"After the Service, the Widow Considers the Etymology of the Word Salary"

A weekly poem, read by the author.
April 14 2009 6:45 AM

"After the Service, the Widow Considers the Etymology of the Word Salary"

Click the arrow on the audio player to hear J. Allyn Rosser read this poem. You can also download the recording or subscribe to Slate's Poetry Podcast on iTunes..

This morning began like anyone's:
coffee.  Mine a bitter roast
too weak for the daytime
that keeps me up half the night. 

When I got where there was
no point really in going,
I had to hold every hand
but the one.

After negatives against
a backlight of Before
I feel I am missing
the correct chemical.

Back home, I liven things up
by microwaving popcorn:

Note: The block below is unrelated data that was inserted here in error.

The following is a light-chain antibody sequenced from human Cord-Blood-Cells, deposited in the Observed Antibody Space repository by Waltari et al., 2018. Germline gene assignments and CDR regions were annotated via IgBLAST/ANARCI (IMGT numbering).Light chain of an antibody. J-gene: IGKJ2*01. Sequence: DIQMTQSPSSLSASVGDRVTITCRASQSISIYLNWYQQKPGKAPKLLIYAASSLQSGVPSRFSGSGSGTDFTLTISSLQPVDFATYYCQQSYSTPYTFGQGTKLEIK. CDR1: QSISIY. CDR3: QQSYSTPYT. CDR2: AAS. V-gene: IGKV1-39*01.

an edible jazz I feed to the trash
for our walk to the curb.

At the end of the day, one shadow
seems made of a deeper gray:
have I somehow earned this
by refusing for years to fear it?

Here at last my martini
embalming its hollowed olive,
and, as apparently originally intended,
salt for my salary, sighs for my meat.

.

J. Allyn Rosser teaches at Ohio University and is the author of Foiled Again. She teaches at Ohio University, where she edits New Ohio Review.

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